Even at the Grosvenor Burne-Jones was a highly controversial figure, and this was still more the case when he showed earlier at the Dudley and the OWCS. Yet press comment on Love among the Ruins showed that by 1873 the tide was beginning to turn. It is true that Tom Taylor, the reactionary art critic on the Times, could not resist some ritual grumbling about the 'legendary and mystico-medieval school' of which Burne-Jones was the 'coryphaeus' or leader; but even he was prepared to admit that the artist was a 'sincere devotee of the faith which animates him'. Others went further. A reviewer in the Academy found himself 'haunted' by both pictures, while the Art Journal, another conservative voice, felt that a whole 'chapter' might be written on Love among the Ruins, so completely did it 'illustrate the beginning, progress and end of much that is, and has been, done in recent watercolour art.'
But it was F. G. Stephens, the former Pre-Raphaelite Brother now art critic on the Athenaeum, who made the most perceptive comments. It was useless, he argued, for people like Tom Taylor to complain that Burne-Jones's draughtsmanship was deficient by academic standards, or that his figures did not conform to conventional notions of beauty. The artist was establishing his own pictorial values, and it was by these that his work should be judged.
Stephens also had interesting things to say about Burne-Jones's conceptual objectives. He believed, for example, that the Italian painter he had 'chosen for his model' in Love among the Ruins was the Venetian master Giorgione, known for his enigmatic subjects imbued with a sense of poetry and romance. This is highly likely since there are many examples of Giorgione influencing Burne-Jones's early work. It is also worth recalling that Stephens was in the habit of researching his reviews by touring the studios before a major exhibition. In other words, his comment could well echo a conversation with Burne-Jones himself.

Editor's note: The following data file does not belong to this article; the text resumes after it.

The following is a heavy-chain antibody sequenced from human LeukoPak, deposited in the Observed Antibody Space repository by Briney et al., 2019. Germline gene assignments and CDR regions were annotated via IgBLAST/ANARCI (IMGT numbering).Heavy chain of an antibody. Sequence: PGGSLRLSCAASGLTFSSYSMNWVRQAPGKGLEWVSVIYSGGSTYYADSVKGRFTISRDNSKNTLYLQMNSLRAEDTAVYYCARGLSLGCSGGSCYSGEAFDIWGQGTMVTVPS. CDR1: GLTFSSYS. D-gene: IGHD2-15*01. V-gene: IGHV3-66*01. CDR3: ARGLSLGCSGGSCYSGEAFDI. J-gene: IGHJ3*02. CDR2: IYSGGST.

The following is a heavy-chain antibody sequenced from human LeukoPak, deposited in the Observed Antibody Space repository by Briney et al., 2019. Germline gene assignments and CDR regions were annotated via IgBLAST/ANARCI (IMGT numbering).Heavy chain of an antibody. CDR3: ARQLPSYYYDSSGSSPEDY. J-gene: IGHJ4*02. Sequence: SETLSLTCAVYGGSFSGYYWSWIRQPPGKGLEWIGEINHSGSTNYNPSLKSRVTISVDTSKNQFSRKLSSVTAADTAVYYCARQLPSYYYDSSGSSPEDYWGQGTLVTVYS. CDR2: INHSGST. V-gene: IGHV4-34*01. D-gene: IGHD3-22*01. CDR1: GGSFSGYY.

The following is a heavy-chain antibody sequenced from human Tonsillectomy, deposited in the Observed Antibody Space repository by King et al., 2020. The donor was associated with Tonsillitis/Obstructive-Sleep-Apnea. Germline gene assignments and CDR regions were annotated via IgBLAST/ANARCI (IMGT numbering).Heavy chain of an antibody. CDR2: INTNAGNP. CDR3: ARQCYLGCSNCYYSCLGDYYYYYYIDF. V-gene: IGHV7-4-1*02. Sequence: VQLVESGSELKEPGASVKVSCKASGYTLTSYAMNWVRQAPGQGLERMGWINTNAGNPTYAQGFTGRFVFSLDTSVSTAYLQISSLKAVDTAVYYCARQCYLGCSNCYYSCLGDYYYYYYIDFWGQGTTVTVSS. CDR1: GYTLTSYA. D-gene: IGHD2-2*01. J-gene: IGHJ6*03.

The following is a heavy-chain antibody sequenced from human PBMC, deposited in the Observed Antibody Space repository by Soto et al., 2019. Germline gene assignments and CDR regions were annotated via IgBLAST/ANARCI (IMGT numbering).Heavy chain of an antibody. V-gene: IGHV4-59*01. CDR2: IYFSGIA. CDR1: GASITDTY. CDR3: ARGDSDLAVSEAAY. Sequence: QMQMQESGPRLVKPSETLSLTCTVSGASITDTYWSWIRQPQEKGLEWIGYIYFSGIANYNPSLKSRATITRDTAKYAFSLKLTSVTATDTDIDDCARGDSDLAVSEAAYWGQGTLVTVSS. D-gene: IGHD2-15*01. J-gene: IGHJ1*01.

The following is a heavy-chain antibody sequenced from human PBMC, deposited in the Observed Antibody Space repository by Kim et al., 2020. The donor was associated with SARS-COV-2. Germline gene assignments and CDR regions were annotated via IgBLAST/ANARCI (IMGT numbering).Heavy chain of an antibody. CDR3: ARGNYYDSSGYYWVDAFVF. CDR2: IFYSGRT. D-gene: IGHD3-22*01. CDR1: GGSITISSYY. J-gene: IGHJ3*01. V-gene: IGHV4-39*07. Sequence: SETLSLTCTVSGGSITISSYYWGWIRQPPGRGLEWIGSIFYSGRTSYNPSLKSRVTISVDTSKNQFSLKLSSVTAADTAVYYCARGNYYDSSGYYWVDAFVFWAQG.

Stephens also draws a parallel between the way in which the picture 'affects the fancy of the spectator according to his mood' and the ability of music to 'recall a world of memories to the minds of those who hear it'. There could hardly be a better illustration of the attempt to identify painting with music that lay at the heart of the Aesthetic project, especially as Burne-Jones underscores the analogy by introducing the theme of music iconographically, hinting that the male figure has just been playing on the psaltery. In fact there is every reason to invoke the most famous statement of this principle: Walter Pater's claim that 'all art constantly aspires towards the condition of music', an art-form of pure abstraction in which subject and form are one. The dictum occurs in his essay on Giorgione, the master Burne-Jones 'had chosen for his model' in Love among the Ruins; and the essay, though published in 1877, was written a few years earlier, that is to say about the time that the picture was exhibited.